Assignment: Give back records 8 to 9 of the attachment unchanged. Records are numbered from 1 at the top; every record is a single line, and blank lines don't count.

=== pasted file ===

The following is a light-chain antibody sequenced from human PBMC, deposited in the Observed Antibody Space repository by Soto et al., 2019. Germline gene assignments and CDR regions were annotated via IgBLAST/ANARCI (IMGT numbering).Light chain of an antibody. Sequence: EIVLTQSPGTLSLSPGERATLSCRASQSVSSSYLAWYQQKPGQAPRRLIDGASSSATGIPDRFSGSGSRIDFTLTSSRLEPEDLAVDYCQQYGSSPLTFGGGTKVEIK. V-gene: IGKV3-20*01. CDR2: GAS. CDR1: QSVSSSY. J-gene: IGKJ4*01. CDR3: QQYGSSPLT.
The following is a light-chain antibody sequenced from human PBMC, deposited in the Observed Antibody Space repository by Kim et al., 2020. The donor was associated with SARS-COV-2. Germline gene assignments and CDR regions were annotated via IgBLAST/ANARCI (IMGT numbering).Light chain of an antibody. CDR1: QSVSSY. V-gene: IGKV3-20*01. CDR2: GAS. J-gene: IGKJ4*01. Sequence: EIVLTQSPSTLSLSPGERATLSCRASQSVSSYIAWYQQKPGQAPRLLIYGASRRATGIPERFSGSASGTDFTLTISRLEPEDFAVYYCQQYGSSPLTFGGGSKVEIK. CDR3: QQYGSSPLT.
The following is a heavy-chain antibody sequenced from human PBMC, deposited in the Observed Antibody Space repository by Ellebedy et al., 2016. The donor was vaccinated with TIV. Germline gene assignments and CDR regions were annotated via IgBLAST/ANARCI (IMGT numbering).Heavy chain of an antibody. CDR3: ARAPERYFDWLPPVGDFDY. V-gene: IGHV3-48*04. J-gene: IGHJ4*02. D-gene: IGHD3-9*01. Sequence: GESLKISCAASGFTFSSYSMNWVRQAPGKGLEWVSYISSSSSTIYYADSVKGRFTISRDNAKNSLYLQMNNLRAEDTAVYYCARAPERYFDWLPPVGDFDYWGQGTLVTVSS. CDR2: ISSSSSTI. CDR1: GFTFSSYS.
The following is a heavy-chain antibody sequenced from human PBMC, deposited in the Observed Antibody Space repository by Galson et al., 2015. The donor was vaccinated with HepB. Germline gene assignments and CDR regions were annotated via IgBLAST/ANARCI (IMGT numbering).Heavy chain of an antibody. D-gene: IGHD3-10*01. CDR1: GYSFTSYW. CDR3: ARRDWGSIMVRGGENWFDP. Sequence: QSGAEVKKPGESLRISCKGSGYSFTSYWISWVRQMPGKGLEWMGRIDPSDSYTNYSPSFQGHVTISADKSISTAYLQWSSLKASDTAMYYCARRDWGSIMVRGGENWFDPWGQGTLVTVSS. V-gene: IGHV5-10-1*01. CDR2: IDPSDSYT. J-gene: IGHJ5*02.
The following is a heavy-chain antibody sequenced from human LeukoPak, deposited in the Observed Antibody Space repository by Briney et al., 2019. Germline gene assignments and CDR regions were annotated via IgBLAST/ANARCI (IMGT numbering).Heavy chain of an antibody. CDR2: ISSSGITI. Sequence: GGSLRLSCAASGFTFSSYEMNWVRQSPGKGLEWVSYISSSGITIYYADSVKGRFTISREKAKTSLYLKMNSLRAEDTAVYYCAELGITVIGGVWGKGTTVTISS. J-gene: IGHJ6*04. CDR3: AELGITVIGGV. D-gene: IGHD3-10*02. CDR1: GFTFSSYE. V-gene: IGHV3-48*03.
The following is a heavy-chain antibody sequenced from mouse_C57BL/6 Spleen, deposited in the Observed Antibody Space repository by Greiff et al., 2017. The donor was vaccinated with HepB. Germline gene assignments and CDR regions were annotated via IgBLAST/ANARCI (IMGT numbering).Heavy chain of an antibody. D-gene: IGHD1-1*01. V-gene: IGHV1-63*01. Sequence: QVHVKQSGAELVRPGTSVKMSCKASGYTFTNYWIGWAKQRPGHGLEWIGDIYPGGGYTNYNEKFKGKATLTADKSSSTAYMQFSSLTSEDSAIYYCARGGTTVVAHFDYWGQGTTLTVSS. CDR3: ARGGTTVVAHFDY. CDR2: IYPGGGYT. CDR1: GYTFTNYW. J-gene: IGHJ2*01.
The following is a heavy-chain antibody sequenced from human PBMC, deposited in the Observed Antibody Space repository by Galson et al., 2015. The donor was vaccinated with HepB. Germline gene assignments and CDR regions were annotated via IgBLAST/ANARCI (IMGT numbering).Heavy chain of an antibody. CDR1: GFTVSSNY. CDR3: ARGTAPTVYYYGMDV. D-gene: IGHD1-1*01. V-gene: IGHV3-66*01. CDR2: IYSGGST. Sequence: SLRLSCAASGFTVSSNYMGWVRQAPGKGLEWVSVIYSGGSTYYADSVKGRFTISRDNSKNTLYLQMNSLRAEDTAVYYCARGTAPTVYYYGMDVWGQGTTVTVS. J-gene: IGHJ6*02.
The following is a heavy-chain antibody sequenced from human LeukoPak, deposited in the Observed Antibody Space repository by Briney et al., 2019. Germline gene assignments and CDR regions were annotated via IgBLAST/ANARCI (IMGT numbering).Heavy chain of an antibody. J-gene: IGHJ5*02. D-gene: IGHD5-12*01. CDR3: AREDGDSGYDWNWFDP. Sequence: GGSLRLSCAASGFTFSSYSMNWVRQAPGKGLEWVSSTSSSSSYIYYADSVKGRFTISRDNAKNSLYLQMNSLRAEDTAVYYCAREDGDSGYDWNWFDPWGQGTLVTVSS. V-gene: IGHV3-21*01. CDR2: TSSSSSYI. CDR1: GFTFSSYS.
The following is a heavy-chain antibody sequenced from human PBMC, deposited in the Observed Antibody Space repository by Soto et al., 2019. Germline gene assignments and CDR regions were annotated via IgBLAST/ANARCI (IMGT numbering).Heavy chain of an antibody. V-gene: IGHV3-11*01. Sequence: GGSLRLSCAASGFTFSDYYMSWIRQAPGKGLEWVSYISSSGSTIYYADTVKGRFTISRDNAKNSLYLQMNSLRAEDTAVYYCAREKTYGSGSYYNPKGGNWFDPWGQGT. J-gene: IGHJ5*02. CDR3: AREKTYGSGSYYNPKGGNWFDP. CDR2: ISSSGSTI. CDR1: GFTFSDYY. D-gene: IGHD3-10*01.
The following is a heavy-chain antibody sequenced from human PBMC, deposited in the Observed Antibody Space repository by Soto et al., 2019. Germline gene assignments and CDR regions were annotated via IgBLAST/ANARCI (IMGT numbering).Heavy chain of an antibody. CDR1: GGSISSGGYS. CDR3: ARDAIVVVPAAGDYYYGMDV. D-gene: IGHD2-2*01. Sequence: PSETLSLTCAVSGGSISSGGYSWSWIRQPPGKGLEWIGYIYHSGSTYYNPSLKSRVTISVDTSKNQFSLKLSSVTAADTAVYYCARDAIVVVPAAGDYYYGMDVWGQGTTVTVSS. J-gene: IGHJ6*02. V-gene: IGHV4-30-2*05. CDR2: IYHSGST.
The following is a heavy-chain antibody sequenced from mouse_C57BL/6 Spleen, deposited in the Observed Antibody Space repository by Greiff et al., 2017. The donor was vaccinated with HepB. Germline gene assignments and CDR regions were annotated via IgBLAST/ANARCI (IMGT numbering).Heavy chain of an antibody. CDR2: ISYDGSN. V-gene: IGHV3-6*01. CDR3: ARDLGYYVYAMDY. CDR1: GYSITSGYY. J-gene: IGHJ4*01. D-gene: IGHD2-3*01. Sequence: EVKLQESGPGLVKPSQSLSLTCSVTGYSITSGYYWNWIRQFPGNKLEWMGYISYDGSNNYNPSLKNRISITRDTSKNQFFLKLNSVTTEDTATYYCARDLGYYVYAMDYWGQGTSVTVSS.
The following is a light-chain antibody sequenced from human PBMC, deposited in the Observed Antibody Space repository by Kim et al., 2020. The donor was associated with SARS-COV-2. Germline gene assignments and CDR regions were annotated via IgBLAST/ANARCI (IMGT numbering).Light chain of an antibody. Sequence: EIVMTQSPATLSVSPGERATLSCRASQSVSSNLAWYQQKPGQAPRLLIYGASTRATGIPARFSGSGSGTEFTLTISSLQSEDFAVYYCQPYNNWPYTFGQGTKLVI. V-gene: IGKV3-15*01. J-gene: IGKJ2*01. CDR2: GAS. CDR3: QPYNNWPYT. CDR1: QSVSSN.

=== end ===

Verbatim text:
The following is a heavy-chain antibody sequenced from human LeukoPak, deposited in the Observed Antibody Space repository by Briney et al., 2019. Germline gene assignments and CDR regions were annotated via IgBLAST/ANARCI (IMGT numbering).Heavy chain of an antibody. J-gene: IGHJ5*02. D-gene: IGHD5-12*01. CDR3: AREDGDSGYDWNWFDP. Sequence: GGSLRLSCAASGFTFSSYSMNWVRQAPGKGLEWVSSTSSSSSYIYYADSVKGRFTISRDNAKNSLYLQMNSLRAEDTAVYYCAREDGDSGYDWNWFDPWGQGTLVTVSS. V-gene: IGHV3-21*01. CDR2: TSSSSSYI. CDR1: GFTFSSYS.
The following is a heavy-chain antibody sequenced from human PBMC, deposited in the Observed Antibody Space repository by Soto et al., 2019. Germline gene assignments and CDR regions were annotated via IgBLAST/ANARCI (IMGT numbering).Heavy chain of an antibody. V-gene: IGHV3-11*01. Sequence: GGSLRLSCAASGFTFSDYYMSWIRQAPGKGLEWVSYISSSGSTIYYADTVKGRFTISRDNAKNSLYLQMNSLRAEDTAVYYCAREKTYGSGSYYNPKGGNWFDPWGQGT. J-gene: IGHJ5*02. CDR3: AREKTYGSGSYYNPKGGNWFDP. CDR2: ISSSGSTI. CDR1: GFTFSDYY. D-gene: IGHD3-10*01.